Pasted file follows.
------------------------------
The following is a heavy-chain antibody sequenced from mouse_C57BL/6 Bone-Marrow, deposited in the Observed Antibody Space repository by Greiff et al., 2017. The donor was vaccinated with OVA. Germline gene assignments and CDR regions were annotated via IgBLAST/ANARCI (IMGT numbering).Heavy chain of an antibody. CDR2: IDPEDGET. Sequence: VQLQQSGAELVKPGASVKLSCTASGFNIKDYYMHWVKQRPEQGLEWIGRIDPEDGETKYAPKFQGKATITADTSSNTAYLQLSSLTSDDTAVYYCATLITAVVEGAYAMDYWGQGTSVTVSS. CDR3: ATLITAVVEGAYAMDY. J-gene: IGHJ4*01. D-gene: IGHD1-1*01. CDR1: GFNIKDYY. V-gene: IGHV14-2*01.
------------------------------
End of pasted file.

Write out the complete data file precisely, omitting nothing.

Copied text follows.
The following is a heavy-chain antibody sequenced from mouse_C57BL/6 Bone-Marrow, deposited in the Observed Antibody Space repository by Greiff et al., 2017. The donor was vaccinated with OVA. Germline gene assignments and CDR regions were annotated via IgBLAST/ANARCI (IMGT numbering).Heavy chain of an antibody. CDR2: IDPEDGET. Sequence: VQLQQSGAELVKPGASVKLSCTASGFNIKDYYMHWVKQRPEQGLEWIGRIDPEDGETKYAPKFQGKATITADTSSNTAYLQLSSLTSDDTAVYYCATLITAVVEGAYAMDYWGQGTSVTVSS. CDR3: ATLITAVVEGAYAMDY. J-gene: IGHJ4*01. D-gene: IGHD1-1*01. CDR1: GFNIKDYY. V-gene: IGHV14-2*01.